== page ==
The Silicon Alley Insider recently named 21 technologies that became obsolete this past decade. My favorites from the list included: the PDA, paid e-mail accounts, dial-up, film developing, video rental stores, landlines, public pay phones, VCRs, phonebooks, and CDs.
What learning technologies have become obsolete this decade?
1. Scantron Sheets: When I first started teaching (in 1997) we would give multiple choice tests on Scantron sheets, which would then be graded by the Scantron scanner. Today, thankfully, high-stakes multiple choice testing has been replaced by the testing engines in the LMS. We also know that good pedagogy involves frequent, low-stakes testing - and that mid-term or final multiple choice exams most test students ability to take tests.
2. Overhead Projectors and Transparencies: Remember the days when textbooks would come bundled with color transparencies (matching to tables and graphs from the book) that we would show with the overhead projector during class? I remember doing lots of photocopying on to transparencies of my own teaching materials as well. For each class I'd have to lug in the "portable" overhead projector, as many classes did not have a permanent one installed.
3. Classroom VCR/DVD Players: The showing of any video in class longer than 10 minutes (save for film or media classes) has always driven me crazy. Nowadays any video should reside in the LMS (either linked to the campus streaming server or uploaded for shorter clips), available for students to watch outside of class on their own time. Not so long ago showing video inside of class seemed acceptable, nowadays that time can be used for discussion and debate.
4. Course Packs and Course Readers: I don't know the whole legal history of course packs (here I need my higher ed. vertical search engine), although I understand that it is long and complicated. Nowadays I'm not sure why anyone would produce paper copies of course readings, where it is much easier for both students and faculty to link or upload course readings into the LMS. I think we have about universal integration between library course reserve systems (with copyright cleared readings) and our learning management platforms.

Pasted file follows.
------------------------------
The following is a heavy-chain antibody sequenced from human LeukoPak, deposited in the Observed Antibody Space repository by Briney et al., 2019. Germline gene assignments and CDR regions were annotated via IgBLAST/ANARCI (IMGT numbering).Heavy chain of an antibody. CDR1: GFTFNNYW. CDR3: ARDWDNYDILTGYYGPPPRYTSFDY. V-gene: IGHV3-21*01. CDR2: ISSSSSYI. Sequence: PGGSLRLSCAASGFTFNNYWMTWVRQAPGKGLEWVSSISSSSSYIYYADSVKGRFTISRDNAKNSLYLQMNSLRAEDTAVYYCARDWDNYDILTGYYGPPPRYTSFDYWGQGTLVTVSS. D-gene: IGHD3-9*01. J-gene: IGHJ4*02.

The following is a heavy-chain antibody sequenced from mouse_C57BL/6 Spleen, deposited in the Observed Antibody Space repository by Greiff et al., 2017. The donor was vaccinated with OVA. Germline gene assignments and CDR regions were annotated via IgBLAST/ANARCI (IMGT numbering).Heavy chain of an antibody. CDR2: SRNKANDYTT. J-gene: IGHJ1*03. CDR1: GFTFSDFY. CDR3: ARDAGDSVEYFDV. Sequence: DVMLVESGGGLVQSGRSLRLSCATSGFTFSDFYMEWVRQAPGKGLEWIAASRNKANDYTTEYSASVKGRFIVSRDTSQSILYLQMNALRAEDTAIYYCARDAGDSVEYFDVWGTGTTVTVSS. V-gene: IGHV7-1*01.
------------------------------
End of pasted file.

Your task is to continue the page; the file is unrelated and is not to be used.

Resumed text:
5. Photocopiers: I must have photocopied thousands of articles during my student years. Journals could not circulate, so the process involved tracking down the appropriate journal article, finding a working photocopier (not always easy), and creating a stack of articles for later reading. Today we search our academic library databases (or Google) and print. Tomorrow we will download the articles to our e-readers.
6. Microfiche: Card catalogues are a pretty distant memory for me, but microfiche made up a big part of my life as an undergraduate U.S. history major. Microfiche was the media we used to view old newspaper articles. It was a tool to discover primary source documents. Today I still see microfiche readers hanging out in the library, although I don't think I've ever witnessed a student using them. Fact is, if the archives are not online then for all intents and purposes they do not exist.
7. Language and Computer Labs: Language labs are basically gone - computer labs are not far behind. With almost all students coming to campus with their own laptop it makes little sense for colleges spend precious resources on a roomful of desktop machines. I'm wondering if thin clients are even necessary - wouldn't it be more cost effective to have a few loaner laptops available for students when their own computers break down? Could money saved on computer labs, maintenance, upgrades, staffing etc. be re-directed to learning technologies?
8. Paper Journals and Periodicals?: This is a giant can of worms - I know. We can debate reference books and other paper products. I'd like to understand why paper subscriptions to journals and periodicals are still necessary when we have full-text searchable databases. My guess is that publishers don't discount electronic texts, so that is no cheaper for schools to forgo the paper option. Is this true?
What can you add to this list of obsolete learning technologies?
What would our list look like in the year 2020?
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